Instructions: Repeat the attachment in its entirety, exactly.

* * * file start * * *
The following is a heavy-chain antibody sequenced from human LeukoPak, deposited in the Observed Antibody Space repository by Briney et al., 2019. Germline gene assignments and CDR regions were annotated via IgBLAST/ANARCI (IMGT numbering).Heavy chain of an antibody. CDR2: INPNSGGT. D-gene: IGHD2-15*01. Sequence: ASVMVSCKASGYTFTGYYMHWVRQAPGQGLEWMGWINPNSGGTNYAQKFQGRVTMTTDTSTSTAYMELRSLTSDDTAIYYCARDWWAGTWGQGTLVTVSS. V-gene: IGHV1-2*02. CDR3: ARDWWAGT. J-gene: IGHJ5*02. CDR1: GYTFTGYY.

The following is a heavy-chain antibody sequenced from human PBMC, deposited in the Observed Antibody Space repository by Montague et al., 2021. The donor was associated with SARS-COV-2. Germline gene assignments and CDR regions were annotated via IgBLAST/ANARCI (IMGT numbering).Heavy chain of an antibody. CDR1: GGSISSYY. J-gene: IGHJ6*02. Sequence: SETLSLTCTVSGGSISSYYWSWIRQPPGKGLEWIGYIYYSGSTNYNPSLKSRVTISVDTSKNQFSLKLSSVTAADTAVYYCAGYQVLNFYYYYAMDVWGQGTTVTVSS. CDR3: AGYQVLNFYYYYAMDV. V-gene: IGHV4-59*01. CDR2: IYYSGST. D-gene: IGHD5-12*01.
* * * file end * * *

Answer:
The following is a heavy-chain antibody sequenced from human LeukoPak, deposited in the Observed Antibody Space repository by Briney et al., 2019. Germline gene assignments and CDR regions were annotated via IgBLAST/ANARCI (IMGT numbering).Heavy chain of an antibody. CDR2: INPNSGGT. D-gene: IGHD2-15*01. Sequence: ASVMVSCKASGYTFTGYYMHWVRQAPGQGLEWMGWINPNSGGTNYAQKFQGRVTMTTDTSTSTAYMELRSLTSDDTAIYYCARDWWAGTWGQGTLVTVSS. V-gene: IGHV1-2*02. CDR3: ARDWWAGT. J-gene: IGHJ5*02. CDR1: GYTFTGYY.

The following is a heavy-chain antibody sequenced from human PBMC, deposited in the Observed Antibody Space repository by Montague et al., 2021. The donor was associated with SARS-COV-2. Germline gene assignments and CDR regions were annotated via IgBLAST/ANARCI (IMGT numbering).Heavy chain of an antibody. CDR1: GGSISSYY. J-gene: IGHJ6*02. Sequence: SETLSLTCTVSGGSISSYYWSWIRQPPGKGLEWIGYIYYSGSTNYNPSLKSRVTISVDTSKNQFSLKLSSVTAADTAVYYCAGYQVLNFYYYYAMDVWGQGTTVTVSS. CDR3: AGYQVLNFYYYYAMDV. V-gene: IGHV4-59*01. CDR2: IYYSGST. D-gene: IGHD5-12*01.